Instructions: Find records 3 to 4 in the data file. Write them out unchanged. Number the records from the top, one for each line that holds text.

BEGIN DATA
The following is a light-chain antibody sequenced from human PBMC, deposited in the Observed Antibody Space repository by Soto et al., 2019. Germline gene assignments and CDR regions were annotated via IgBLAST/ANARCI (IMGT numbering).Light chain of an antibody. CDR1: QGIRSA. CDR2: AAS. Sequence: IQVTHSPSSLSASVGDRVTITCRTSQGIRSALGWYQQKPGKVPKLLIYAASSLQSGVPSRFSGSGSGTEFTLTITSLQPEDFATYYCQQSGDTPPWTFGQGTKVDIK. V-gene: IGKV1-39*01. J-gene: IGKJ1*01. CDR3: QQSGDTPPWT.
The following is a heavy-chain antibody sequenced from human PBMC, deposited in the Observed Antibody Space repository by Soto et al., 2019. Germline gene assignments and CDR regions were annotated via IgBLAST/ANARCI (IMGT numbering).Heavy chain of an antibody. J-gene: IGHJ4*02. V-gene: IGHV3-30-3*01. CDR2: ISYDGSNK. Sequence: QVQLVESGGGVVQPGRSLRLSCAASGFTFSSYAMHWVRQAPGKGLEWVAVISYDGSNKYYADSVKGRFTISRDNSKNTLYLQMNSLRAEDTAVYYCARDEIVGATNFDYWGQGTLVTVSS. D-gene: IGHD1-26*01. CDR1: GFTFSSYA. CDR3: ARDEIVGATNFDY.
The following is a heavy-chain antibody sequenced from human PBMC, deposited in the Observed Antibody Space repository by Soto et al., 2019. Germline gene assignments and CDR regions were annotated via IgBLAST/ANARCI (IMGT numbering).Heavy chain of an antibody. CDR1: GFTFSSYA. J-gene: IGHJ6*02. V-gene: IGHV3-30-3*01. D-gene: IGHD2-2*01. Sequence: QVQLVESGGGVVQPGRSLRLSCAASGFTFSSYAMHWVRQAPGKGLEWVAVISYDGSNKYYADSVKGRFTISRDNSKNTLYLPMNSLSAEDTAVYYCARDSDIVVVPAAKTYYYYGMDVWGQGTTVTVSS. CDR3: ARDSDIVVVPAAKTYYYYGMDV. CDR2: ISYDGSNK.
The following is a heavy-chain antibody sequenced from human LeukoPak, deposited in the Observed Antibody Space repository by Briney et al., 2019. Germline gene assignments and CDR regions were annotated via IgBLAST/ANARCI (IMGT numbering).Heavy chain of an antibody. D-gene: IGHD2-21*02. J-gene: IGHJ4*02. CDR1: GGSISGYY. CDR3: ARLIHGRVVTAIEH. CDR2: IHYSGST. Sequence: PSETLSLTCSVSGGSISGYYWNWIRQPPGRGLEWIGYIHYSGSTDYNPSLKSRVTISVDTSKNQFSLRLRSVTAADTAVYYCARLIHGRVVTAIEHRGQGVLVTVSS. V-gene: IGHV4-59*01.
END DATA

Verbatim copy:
The following is a heavy-chain antibody sequenced from human PBMC, deposited in the Observed Antibody Space repository by Soto et al., 2019. Germline gene assignments and CDR regions were annotated via IgBLAST/ANARCI (IMGT numbering).Heavy chain of an antibody. CDR1: GFTFSSYA. J-gene: IGHJ6*02. V-gene: IGHV3-30-3*01. D-gene: IGHD2-2*01. Sequence: QVQLVESGGGVVQPGRSLRLSCAASGFTFSSYAMHWVRQAPGKGLEWVAVISYDGSNKYYADSVKGRFTISRDNSKNTLYLPMNSLSAEDTAVYYCARDSDIVVVPAAKTYYYYGMDVWGQGTTVTVSS. CDR3: ARDSDIVVVPAAKTYYYYGMDV. CDR2: ISYDGSNK.
The following is a heavy-chain antibody sequenced from human LeukoPak, deposited in the Observed Antibody Space repository by Briney et al., 2019. Germline gene assignments and CDR regions were annotated via IgBLAST/ANARCI (IMGT numbering).Heavy chain of an antibody. D-gene: IGHD2-21*02. J-gene: IGHJ4*02. CDR1: GGSISGYY. CDR3: ARLIHGRVVTAIEH. CDR2: IHYSGST. Sequence: PSETLSLTCSVSGGSISGYYWNWIRQPPGRGLEWIGYIHYSGSTDYNPSLKSRVTISVDTSKNQFSLRLRSVTAADTAVYYCARLIHGRVVTAIEHRGQGVLVTVSS. V-gene: IGHV4-59*01.